Distinct features of the Surrogacy (Regulation) Act, 2021:
- Definition: It defines surrogacy as a practice where a woman gives birth to a child for an intending couple with the intention to hand over the child after the birth to the intending couple.
- Regulation: The Centre and State governments are expected to constitute a National Surrogacy Board (NSB) and State Surrogacy Boards (SSB) respectively.
- This body is tasked with enforcing standards for surrogacy clinics, investigating breaches and recommending modifications.
- Further, surrogacy clinics need to apply for registration within 60 days of the appointment of the appropriate authority.
- The Act allows ‘altruistic surrogacy’ — wherein only the medical expenses and insurance coverage is provided by the couple to the surrogate mother during pregnancy. No other monetary consideration will be permitted.
- Purposes for which surrogacy is permitted: Surrogacy is permitted when it is: (i) for intending couples who suffer from proven infertility; (ii) altruistic; (iii) not for commercial purposes; (iv) not for producing children for sale, prostitution or other forms of exploitation; and (v) for any condition or disease specified through regulations.
- Eligibility criteria: An eligibility certificate mandates that the couple fulfil the following conditions:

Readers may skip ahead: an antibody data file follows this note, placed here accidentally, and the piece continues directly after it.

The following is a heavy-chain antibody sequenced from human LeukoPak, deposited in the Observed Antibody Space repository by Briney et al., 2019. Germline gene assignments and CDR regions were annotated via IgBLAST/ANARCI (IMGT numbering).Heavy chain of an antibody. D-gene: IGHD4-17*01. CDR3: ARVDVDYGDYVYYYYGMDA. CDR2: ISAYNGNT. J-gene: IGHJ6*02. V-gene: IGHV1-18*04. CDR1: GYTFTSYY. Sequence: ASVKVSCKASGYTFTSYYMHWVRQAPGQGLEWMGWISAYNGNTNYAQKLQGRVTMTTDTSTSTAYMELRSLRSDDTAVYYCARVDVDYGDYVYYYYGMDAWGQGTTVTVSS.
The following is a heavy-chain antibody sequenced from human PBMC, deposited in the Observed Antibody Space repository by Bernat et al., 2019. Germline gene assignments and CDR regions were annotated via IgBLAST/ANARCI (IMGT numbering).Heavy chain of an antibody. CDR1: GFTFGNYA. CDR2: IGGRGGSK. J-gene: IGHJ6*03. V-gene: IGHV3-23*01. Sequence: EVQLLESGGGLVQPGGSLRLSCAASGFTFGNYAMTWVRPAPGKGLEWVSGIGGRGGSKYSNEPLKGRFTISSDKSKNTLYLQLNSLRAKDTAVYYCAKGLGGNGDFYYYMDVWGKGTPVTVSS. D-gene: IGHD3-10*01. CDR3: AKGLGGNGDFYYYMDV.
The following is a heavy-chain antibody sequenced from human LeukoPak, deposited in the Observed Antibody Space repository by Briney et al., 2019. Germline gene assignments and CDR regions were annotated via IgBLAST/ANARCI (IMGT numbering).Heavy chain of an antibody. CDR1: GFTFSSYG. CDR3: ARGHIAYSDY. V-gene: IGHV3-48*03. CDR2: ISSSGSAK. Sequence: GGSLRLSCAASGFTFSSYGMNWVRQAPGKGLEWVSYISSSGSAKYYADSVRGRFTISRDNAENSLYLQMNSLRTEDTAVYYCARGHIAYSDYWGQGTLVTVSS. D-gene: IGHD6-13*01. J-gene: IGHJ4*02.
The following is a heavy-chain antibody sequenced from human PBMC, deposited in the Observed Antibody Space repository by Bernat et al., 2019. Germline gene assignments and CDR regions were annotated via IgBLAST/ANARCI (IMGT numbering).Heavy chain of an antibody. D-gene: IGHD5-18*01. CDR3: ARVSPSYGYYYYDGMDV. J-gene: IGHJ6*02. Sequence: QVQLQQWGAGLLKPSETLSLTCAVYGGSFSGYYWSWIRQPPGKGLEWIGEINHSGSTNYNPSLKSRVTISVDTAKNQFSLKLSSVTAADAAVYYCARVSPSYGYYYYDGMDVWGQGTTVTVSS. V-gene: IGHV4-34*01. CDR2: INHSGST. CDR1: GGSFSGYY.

- They should be Indian citizens who have been married for at least five years;
- the female must be between 23 to 50 years and the male, 26 to 55 years;
- they cannot have any surviving children (biological, adopted or surrogate);
- However, this would not include a ‘child who is mentally or physically challenged or suffers from life threatening disorder or fatal illness.’
- Restrictive: the laws do not allow single men to have child through surrogacy.
- Vague age criteria: Married women can only avail surrogacy services if they are unable to produce a child due to medical conditions. Otherwise, for women to avail of surrogacy services, they must be aged between 35 and 45 and widowed or divorced.
- The laws also require a surrogate to be genetically related to the couple who intend to have a child through this method.
- doesn’t define “close relatives” as it is hard to regulate commercial surrogacy in this context.
- Reproductive rights: Reproductive Rights of women are restricted as State deciding mode of Parenthood. It Restricts basic human right (of Having a Child) and article 14 because of the discriminatory approach on the basis of nationality, marital status and sexual orientation.
- The Act doesn’t address issues like Postpartum problems.
- Surrogacy comes under the reproductive choices of women and it is included as a fundamental right under the purview of Article 21 of the Indian Constitution.
- If a critical mass builds up, amendments might have to be resorted to in order to resolve the grievances and ensure access for all categories of parents.
- Rather than penalising surrogacy, the person providing a womb for surrogacy must be secured with a contract, ensuring proper, insurance and medical checks.
READ MORE: Daily Prelims Booster
READ MORE: Daily News Analysis